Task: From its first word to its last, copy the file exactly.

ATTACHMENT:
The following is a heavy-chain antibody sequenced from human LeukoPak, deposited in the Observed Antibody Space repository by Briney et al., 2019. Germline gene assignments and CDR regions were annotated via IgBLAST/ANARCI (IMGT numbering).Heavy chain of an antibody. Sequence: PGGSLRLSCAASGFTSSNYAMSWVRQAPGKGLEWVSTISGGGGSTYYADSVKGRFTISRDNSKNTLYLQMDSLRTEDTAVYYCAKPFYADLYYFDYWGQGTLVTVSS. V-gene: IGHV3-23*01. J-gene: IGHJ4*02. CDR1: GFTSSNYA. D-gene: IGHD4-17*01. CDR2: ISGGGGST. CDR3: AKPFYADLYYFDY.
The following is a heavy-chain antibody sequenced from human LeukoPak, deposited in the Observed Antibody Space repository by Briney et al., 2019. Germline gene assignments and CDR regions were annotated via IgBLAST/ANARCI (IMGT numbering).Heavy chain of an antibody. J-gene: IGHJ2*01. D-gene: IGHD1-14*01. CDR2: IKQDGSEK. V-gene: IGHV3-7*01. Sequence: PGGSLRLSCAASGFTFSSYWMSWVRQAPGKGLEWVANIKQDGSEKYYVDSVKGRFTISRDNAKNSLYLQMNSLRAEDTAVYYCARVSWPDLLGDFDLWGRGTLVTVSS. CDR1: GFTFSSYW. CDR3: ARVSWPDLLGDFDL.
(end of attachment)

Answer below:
The following is a heavy-chain antibody sequenced from human LeukoPak, deposited in the Observed Antibody Space repository by Briney et al., 2019. Germline gene assignments and CDR regions were annotated via IgBLAST/ANARCI (IMGT numbering).Heavy chain of an antibody. Sequence: PGGSLRLSCAASGFTSSNYAMSWVRQAPGKGLEWVSTISGGGGSTYYADSVKGRFTISRDNSKNTLYLQMDSLRTEDTAVYYCAKPFYADLYYFDYWGQGTLVTVSS. V-gene: IGHV3-23*01. J-gene: IGHJ4*02. CDR1: GFTSSNYA. D-gene: IGHD4-17*01. CDR2: ISGGGGST. CDR3: AKPFYADLYYFDY.
The following is a heavy-chain antibody sequenced from human LeukoPak, deposited in the Observed Antibody Space repository by Briney et al., 2019. Germline gene assignments and CDR regions were annotated via IgBLAST/ANARCI (IMGT numbering).Heavy chain of an antibody. J-gene: IGHJ2*01. D-gene: IGHD1-14*01. CDR2: IKQDGSEK. V-gene: IGHV3-7*01. Sequence: PGGSLRLSCAASGFTFSSYWMSWVRQAPGKGLEWVANIKQDGSEKYYVDSVKGRFTISRDNAKNSLYLQMNSLRAEDTAVYYCARVSWPDLLGDFDLWGRGTLVTVSS. CDR1: GFTFSSYW. CDR3: ARVSWPDLLGDFDL.